One of my clients (let’s call him Ty) just hit a major milestone of sorts—he was named one of the top 10 practitioners in his profession by a respected publication. His smiling face is now emblazoned forever with some impressive industry powerhouses.
It was a sweet moment to be sure.
But it was only the latest in a series of similar events, each arising from his initial decision to step out of his comfort zone.
Not blindly, but wisely.
That meant crafting a vision for where he wanted to go, articulating his big idea and enlisting the right help at a number of key junctures.
We made—and followed—a master plan.
Ty’s first step was to start writing for one, then two carefully chosen media sites. He worked with editors to polish his writing which, let’s face it, doesn’t always feel good.
He got better.
He wrote his book, with a coach and editors to push him beyond what he could do on his own.
He found it challenging to get the right media coverage, so he invested in some pros to help and then applied himself to learning how to give good interviews.
He got better.
He traveled to give industry speeches (largely unpaid) and yet he hungered for a bigger platform (not to mention one that would pay him for speaking).
His burning big idea would change and influence countless lives if they could just experience it.
So we got him a specialist coach to help build out a speech around his book, using story and metaphor to make it far better than anything he’d done before. We had it filmed and created a sizzle reel for his new speaker’s bureau to market.
And now, his industry has chosen to recognize him for all that he’s done to educate and influence his peers and their combined audience base.
Icing on the cake.
But here’s his “secret”.
At each point, Ty did two key things: 1) he made the decision to push himself out of his comfort zone and 2) he found a coach or expert to teach him what he needed to master.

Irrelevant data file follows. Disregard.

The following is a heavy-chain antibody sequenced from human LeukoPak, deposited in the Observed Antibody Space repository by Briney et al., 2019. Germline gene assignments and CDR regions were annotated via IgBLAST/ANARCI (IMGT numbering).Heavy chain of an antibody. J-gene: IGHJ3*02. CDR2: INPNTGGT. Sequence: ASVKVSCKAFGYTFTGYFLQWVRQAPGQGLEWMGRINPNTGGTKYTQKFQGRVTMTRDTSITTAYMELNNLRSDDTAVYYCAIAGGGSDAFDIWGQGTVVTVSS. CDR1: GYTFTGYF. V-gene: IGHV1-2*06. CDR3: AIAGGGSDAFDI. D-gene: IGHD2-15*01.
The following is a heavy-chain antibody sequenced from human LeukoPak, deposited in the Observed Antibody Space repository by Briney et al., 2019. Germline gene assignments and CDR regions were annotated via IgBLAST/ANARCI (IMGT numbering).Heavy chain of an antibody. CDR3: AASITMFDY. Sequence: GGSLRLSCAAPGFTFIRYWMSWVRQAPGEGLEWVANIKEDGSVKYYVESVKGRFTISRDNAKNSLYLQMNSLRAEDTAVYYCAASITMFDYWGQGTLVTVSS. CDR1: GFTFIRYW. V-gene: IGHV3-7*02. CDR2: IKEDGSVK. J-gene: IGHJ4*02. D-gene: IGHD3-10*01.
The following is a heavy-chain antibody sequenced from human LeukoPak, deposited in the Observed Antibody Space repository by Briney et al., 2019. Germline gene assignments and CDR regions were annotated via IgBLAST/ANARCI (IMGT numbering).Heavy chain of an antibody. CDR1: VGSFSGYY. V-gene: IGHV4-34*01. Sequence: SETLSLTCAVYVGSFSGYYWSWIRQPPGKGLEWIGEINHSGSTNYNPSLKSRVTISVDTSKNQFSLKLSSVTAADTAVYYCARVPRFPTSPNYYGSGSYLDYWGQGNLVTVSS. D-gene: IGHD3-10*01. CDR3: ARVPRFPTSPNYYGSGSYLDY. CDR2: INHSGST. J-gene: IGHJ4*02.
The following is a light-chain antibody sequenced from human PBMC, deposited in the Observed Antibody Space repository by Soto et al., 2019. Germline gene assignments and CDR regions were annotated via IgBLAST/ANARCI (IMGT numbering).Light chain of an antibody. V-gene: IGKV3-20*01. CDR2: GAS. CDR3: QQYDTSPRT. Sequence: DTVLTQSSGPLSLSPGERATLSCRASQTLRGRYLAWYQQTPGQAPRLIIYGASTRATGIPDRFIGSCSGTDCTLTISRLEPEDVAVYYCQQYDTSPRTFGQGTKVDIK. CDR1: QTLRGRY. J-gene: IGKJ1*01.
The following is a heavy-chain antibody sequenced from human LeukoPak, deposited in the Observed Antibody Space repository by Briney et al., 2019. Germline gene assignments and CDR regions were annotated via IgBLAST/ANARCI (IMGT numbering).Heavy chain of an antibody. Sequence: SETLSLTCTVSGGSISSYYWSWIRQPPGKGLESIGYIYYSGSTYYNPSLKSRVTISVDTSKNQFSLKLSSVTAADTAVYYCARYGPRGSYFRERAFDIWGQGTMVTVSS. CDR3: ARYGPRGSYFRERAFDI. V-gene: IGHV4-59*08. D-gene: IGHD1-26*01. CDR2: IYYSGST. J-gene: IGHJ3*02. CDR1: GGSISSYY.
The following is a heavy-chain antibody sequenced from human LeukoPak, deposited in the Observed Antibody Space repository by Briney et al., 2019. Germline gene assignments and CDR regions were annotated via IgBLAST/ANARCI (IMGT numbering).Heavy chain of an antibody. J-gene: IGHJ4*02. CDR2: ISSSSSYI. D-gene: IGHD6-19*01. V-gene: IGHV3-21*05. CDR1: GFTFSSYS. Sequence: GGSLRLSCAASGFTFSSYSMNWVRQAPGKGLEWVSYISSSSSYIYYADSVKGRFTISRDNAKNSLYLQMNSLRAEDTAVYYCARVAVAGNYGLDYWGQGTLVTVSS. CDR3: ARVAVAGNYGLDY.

Anders Ericsson, in his book “Peak: Secrets From The New Science Of Expertise” would call this “purposeful practice”. That includes pushing yourself just enough out of your comfort zone to stretch yourself (push too much and you’ll give up before your breakthrough to the next level). He says it’s not about “trying harder, but trying differently.”
So when should you—like Ty—step out of your own comfort zone?
Easy answer: when what you’ve been doing isn’t getting you what you want.
Harder answer: when you know there is something bigger in store for you—you can literally feel it—but you just can’t see how to get there.
I find there are usually two inflection points where you’re ready to start making a move:
Your business is stalled. You’ve created a set point that you just can’t seem to budge: a revenue plateau; a set of bad-fit clients or work assignments; a strategy that doesn’t seem to be working.
You have a big idea that needs a mindset shift. Maybe you’ve been focused on building clients and revenue, but now you’re ready to build your influence and impact beyond your immediate business.
In both cases, it’s hard to know what to change when you’re firmly entrenched in the status quo.
You may well need a fresh perspective and someone who’s at the right stage of the game to teach you—or lead you—to what you need to learn.
So if you’re feeling like you’re ready to be different, it’s time to dodifferent.
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